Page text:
Isotopic variations in nature result from radiogenic ingrowth and mass-dependent stable isotope fractionation. In meteorite samples, isotopic variations also result from irradiation processes or may even be vestiges of nucleosynthesis. Studying the isotope compositions of elements in geological materials can therefore shed new light on e.g., the formation of the solar system and its planets, terrestrial geodynamic processes, environmental changes and the timing of geological events.
Multicollector - inductively coupled plasma - mass spectrometry (MC-ICP-MS) provides a unique opportunity to perform precise isotope ratio measurements for a wide range of elements. The versatility of MC-ICP-MS stems in part from the fact that most elements can be well ionized and from its relatively stable mass bias that enables comparatively straight forward stable isotope analyses.
The geochemistry/cosmochemistry group hosts a ThermoElectron Neptune MC-ICP-MS system. Until the new clean lab facilities at Cologne are constructed, the instrument is operated at the Steinmann-Institut, Poppelsdorfer Schloss, in Bonn.
Radiogenic isotope systems routinely employed in our lab include Lu-Hf, Rb-Sr, Sm-Nd and U-Pb that are applied, for instance, to study processes in the Earth's mantle, the evolution of the Early Earth or dating metamorphism by garnet geochronology. Furthermore, the short-lived Hf-W and Nb-Zr chronometers are applied to extraterrestrial materials.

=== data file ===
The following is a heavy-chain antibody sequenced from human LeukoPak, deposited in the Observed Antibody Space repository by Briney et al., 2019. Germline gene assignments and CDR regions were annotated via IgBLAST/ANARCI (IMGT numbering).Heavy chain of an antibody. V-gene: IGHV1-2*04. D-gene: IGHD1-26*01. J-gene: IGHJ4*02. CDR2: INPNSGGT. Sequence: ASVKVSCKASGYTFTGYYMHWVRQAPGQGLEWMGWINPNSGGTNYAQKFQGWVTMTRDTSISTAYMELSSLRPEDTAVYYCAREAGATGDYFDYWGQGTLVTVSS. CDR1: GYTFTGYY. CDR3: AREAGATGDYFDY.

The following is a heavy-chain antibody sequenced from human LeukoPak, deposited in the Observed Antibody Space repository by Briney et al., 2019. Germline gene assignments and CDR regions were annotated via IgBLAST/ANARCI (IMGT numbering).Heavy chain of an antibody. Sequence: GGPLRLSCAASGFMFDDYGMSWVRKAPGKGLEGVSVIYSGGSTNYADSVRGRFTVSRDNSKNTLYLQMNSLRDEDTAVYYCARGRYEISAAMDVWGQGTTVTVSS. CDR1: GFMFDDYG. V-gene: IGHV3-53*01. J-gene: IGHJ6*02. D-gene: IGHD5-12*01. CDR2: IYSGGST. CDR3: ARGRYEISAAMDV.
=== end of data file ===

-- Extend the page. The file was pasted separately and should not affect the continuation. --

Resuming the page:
Stable isotope analyses (B, Fe, Cu, Zn and Cd) are applied to problems in cosmochemistry, igneous and marine geochemistry, and soil sciences.
Another prominent analytical tool employed at Cologne is the precise determination of trace element abundances by isotope dilution. Currently our toolbox includes the high field strength elements Zr, Hf, Ta and W. Isotope dilution protocols for analyzing some other elements are under development.
Finally, we investigate nucleosynthetic anomalies and irradiation effects in meteorite samples using for example Cd, Ba, Sm and W isotopes.